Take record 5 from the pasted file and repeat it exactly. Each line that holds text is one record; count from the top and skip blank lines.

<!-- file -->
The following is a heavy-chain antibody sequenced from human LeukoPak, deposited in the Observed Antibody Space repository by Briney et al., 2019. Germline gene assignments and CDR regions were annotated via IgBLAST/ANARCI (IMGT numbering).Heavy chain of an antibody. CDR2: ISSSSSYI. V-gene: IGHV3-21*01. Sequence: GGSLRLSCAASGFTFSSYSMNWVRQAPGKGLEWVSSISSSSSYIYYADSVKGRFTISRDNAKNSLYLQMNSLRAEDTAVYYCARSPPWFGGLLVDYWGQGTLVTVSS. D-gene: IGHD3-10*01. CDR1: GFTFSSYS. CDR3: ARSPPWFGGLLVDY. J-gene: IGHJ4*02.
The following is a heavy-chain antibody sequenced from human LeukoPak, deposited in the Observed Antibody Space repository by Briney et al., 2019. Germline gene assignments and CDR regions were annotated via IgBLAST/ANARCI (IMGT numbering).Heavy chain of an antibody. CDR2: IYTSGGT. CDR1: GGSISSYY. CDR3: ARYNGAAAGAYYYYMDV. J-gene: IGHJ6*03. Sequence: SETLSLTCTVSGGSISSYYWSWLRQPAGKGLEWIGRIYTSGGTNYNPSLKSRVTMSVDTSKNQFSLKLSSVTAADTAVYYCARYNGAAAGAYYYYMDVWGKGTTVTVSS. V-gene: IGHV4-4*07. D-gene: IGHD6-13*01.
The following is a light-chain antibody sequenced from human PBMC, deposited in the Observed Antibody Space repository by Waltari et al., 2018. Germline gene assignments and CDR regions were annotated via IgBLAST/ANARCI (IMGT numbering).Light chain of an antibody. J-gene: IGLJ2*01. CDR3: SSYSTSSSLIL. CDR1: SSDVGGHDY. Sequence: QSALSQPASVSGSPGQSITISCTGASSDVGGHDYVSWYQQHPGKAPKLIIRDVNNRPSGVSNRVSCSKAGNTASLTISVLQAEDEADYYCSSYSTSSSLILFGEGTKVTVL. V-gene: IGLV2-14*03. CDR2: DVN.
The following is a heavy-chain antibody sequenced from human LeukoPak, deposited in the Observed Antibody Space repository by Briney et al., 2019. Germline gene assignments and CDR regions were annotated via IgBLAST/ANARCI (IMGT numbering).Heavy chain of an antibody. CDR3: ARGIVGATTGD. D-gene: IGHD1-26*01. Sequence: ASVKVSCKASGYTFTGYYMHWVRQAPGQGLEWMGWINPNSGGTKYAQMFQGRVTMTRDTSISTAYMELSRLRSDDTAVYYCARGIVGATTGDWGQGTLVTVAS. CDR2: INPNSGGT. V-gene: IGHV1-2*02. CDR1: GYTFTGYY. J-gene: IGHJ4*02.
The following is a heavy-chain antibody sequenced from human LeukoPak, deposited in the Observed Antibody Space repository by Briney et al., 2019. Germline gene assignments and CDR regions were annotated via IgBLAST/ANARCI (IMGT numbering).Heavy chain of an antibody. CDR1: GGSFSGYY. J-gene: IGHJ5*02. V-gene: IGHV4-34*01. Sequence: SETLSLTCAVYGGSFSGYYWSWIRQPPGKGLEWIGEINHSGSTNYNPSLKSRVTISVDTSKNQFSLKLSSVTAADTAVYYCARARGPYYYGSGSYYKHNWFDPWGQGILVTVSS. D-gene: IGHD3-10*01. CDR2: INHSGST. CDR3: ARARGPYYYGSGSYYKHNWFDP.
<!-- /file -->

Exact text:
The following is a heavy-chain antibody sequenced from human LeukoPak, deposited in the Observed Antibody Space repository by Briney et al., 2019. Germline gene assignments and CDR regions were annotated via IgBLAST/ANARCI (IMGT numbering).Heavy chain of an antibody. CDR1: GGSFSGYY. J-gene: IGHJ5*02. V-gene: IGHV4-34*01. Sequence: SETLSLTCAVYGGSFSGYYWSWIRQPPGKGLEWIGEINHSGSTNYNPSLKSRVTISVDTSKNQFSLKLSSVTAADTAVYYCARARGPYYYGSGSYYKHNWFDPWGQGILVTVSS. D-gene: IGHD3-10*01. CDR2: INHSGST. CDR3: ARARGPYYYGSGSYYKHNWFDP.